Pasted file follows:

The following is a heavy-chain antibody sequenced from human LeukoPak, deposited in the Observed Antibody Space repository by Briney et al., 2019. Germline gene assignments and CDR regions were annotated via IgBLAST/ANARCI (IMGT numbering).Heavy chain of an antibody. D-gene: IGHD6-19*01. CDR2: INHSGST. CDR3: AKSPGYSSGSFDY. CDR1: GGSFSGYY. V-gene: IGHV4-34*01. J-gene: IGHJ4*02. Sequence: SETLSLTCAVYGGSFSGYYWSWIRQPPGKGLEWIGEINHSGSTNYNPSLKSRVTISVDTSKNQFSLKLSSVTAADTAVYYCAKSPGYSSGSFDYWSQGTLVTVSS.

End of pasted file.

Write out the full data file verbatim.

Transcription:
The following is a heavy-chain antibody sequenced from human LeukoPak, deposited in the Observed Antibody Space repository by Briney et al., 2019. Germline gene assignments and CDR regions were annotated via IgBLAST/ANARCI (IMGT numbering).Heavy chain of an antibody. D-gene: IGHD6-19*01. CDR2: INHSGST. CDR3: AKSPGYSSGSFDY. CDR1: GGSFSGYY. V-gene: IGHV4-34*01. J-gene: IGHJ4*02. Sequence: SETLSLTCAVYGGSFSGYYWSWIRQPPGKGLEWIGEINHSGSTNYNPSLKSRVTISVDTSKNQFSLKLSSVTAADTAVYYCAKSPGYSSGSFDYWSQGTLVTVSS.